Sen. Kirsten Gillibrand Slams Obama Over Inaction on Military Sexual Assault

PHOTO: Sen. Kirsten Gillibrand with Sen. Charles Grassley, left, Sen. Rand Paul, alleged rape victim Samantha Jackson, and Sen. Richard Blumenthal, speaks during a news conference on Capitol Hill in Washington, May 24, 2016.Manuel Balce Ceneta/AP Photo
Sen. Kirsten Gillibrand with Sen. Charles Grassley, left, Sen. Rand Paul, alleged rape victim Samantha Jackson, and Sen. Richard Blumenthal, speaks during a news conference on Capitol Hill in Washington, May 24, 2016.

Sen. Kirsten Gillibrand, who has long called for President Obama to step up efforts to address sexual assault in the military, renewed her call Tuesday for the president to take executive action to help address what she calls a still-pervasive problem in the armed services.

“I'm very frustrated with the White House,” she said during a press conference.

Gillibrand is trying to get cases of sexual assault moved from outside the military justice chain of command to trained, independent military prosecutors.

She said that Obama could call for this change himself, but until then, she would seek to get legislation on his desk that would have the same effect.

“I've spoken to the president directly about this issue and what I'm frustrated about is he is the Commander in Chief. So he could change this rule all by himself,” she said in a press conference about her bill, the Military Justice Improvement Act, which will be voted on as an amendment to the National Defense Authorization Act bill later this week.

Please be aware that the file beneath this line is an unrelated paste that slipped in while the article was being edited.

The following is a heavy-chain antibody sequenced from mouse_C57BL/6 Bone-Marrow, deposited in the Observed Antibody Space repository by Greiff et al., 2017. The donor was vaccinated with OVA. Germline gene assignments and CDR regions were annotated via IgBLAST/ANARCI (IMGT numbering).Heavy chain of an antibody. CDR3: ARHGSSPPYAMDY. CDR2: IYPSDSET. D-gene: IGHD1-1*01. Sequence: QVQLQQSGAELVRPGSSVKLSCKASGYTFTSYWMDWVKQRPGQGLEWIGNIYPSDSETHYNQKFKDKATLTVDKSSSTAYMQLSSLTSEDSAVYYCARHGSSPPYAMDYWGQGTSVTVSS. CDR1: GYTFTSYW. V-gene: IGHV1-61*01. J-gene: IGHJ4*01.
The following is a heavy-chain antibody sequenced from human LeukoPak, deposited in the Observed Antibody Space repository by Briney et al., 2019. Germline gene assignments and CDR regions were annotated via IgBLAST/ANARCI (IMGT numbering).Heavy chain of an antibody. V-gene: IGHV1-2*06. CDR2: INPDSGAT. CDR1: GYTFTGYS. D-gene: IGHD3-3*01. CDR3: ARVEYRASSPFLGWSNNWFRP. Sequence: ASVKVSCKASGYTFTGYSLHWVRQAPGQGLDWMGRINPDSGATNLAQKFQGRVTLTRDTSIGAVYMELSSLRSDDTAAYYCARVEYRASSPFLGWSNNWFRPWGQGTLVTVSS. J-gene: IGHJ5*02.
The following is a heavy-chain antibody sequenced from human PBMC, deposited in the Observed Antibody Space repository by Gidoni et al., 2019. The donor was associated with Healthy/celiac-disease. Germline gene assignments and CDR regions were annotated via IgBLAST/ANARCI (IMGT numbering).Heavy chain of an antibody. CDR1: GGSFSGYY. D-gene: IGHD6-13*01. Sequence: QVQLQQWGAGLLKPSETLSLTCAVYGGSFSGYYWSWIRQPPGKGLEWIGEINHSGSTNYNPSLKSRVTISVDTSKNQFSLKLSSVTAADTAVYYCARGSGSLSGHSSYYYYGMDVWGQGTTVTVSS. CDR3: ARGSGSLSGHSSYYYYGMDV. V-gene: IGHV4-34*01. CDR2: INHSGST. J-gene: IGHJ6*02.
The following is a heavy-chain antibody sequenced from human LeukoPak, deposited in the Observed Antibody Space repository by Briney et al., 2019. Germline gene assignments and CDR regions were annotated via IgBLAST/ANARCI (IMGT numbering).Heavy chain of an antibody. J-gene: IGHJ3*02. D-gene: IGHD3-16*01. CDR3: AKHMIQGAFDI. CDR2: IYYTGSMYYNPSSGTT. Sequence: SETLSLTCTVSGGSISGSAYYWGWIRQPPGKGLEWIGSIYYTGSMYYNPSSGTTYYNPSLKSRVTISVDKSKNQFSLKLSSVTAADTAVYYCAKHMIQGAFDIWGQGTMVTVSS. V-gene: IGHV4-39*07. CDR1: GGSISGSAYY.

The bill, which has bipartisan support, fell 10 votes short of a 60-vote threshold last year as an amendment to the NDAA, but Gillibrand said she was hopeful that it would pass this time as new information about the military’s treatment of sexual assault had come to light.

She accused the Department of Defense of overstating the work it’s done to crack down on sexual assault and prosecute cases in the past year, citing a review her office conducted of 329 sexual assault cases files from 2014 that found just 22 percent of the cases went to trial and 10 percent of all cases resulted in sexual assault convictions.

“It’s clear from the data and case files the Defense Department has given us that little has changed, despite their persistent claims that things are getting better,” she said.

The White House did not immediately respond to a request for comment.

In the Department of Defense’s report to Congress earlier this month on sexual assault, Acting Undersecretary for Personnel and Readiness Peter Levine wrote that while there has been progress within the military to prevent and prosecute sexual assault, “more must be done to eliminate this crime.”